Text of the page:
As the world continues to miniaturize, smaller hard drives and data storage devices are required to maintain the current demand. To address these growing demands, single molecule magnets (SMMs) can be used in place of existing magnetic nanoparticles to increase overall data storage capabilities. These complexes rely upon two different parameters to increase the relative barrier to spin-relaxation, spin and magnetic anisotropy. We are investigating these types of complexes in two distinct directions. First, tethering paramagnetic species together in highly conjugated organic frameworks to increase communication among unpaired spins gives larger spin ground states and therefore more robust magnetic materials. Second, using mononuclear species with large magnetic anisotropies to give larger barriers to magnetic relaxation.



Controllable spin-states of metal complexes are attainable using first-row transition metals which can occupy both low and high-spin states dependent on their surrounding media. Using temperature or the presence or absence of a reagent to modify these spin states gives potential applications for sensors and actuators. Our current investigations center around Fe-species, which bear receptors in the ligand scaffold whereupon addition of analyte causes a spin-state change. We probe these changes by the naked eye and by different spectroscopic and magnetometric methods.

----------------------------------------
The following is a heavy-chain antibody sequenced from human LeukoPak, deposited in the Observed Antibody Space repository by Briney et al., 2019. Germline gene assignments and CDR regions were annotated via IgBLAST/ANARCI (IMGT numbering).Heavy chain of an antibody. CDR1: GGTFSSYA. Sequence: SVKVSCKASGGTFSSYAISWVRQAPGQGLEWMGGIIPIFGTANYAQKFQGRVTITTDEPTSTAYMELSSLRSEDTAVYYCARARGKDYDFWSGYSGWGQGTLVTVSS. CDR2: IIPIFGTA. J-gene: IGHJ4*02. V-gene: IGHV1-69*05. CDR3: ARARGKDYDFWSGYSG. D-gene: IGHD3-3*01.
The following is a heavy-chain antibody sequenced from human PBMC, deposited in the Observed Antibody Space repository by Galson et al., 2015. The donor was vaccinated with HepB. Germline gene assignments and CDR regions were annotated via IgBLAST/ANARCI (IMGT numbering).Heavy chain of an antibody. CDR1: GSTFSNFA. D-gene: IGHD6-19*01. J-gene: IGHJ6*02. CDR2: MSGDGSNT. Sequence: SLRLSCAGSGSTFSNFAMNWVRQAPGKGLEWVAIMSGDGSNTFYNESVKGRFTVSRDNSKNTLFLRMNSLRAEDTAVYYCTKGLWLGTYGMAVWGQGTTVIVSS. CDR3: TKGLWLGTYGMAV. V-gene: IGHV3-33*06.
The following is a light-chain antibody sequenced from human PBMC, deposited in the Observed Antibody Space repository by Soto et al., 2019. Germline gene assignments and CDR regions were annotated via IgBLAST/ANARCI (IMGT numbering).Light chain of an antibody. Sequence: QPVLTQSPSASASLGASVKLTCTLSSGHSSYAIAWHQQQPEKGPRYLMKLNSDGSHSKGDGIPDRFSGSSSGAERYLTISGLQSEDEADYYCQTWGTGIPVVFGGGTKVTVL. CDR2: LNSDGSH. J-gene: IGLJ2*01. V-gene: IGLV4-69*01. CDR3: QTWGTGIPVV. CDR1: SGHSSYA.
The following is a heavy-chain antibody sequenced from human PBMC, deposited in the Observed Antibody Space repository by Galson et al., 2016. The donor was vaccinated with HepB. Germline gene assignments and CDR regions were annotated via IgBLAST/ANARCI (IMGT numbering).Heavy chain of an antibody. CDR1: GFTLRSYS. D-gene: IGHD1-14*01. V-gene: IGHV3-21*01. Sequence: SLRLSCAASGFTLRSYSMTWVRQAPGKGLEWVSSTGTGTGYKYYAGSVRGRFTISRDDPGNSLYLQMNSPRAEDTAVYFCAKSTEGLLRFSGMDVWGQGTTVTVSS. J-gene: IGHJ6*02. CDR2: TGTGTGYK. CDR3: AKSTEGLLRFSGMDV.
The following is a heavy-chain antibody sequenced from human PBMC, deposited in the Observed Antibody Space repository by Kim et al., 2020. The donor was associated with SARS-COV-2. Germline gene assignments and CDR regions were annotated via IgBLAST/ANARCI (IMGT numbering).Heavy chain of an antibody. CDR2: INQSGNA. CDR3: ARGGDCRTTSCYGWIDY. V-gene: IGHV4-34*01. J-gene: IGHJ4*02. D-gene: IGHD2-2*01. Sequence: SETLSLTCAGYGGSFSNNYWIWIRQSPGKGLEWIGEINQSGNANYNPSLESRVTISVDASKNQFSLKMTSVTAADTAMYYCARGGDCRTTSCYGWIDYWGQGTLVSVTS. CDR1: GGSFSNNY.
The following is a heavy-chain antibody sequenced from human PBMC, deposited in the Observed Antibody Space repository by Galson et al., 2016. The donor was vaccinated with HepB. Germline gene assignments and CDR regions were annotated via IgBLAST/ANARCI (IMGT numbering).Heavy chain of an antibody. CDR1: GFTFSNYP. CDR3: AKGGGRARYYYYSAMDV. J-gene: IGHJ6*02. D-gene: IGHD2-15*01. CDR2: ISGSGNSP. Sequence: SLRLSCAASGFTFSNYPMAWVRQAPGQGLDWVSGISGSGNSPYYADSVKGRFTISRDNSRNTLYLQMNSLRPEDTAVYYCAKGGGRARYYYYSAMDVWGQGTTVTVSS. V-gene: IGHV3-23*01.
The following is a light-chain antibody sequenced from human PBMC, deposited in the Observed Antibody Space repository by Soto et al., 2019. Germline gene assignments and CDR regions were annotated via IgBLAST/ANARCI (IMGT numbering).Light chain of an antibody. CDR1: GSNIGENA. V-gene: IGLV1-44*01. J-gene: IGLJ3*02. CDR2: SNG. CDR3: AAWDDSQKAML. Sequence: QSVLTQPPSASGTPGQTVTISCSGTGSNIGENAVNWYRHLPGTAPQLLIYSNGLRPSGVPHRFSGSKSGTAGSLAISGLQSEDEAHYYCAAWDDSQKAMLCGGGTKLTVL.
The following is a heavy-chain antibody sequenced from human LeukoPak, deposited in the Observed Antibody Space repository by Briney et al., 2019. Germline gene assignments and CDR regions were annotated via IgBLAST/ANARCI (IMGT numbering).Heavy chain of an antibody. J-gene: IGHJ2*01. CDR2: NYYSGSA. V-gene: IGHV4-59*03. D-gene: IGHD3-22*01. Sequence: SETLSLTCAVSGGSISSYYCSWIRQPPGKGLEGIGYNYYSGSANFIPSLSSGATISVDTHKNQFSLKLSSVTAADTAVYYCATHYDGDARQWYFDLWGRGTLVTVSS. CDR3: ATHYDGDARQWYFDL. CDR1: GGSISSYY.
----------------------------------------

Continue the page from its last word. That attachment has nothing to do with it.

Activation of small molecules is of utmost importance as the demand of alternative energy sources climbs. Harnessing visible light for this process remains challenging but nevertheless crucial. Further, many of the processes currently known use rare earth photosensitizers such as ruthenium or iridium. Instead, if earth abundant photosensitizers were viable for this type of reactivity, commercialization of these reactions on large scale is more viable. Our work currently focuses on discovery, understanding and applicability of iron, chromium and vanadium species for reactivity of organic molecules to produce value-added products.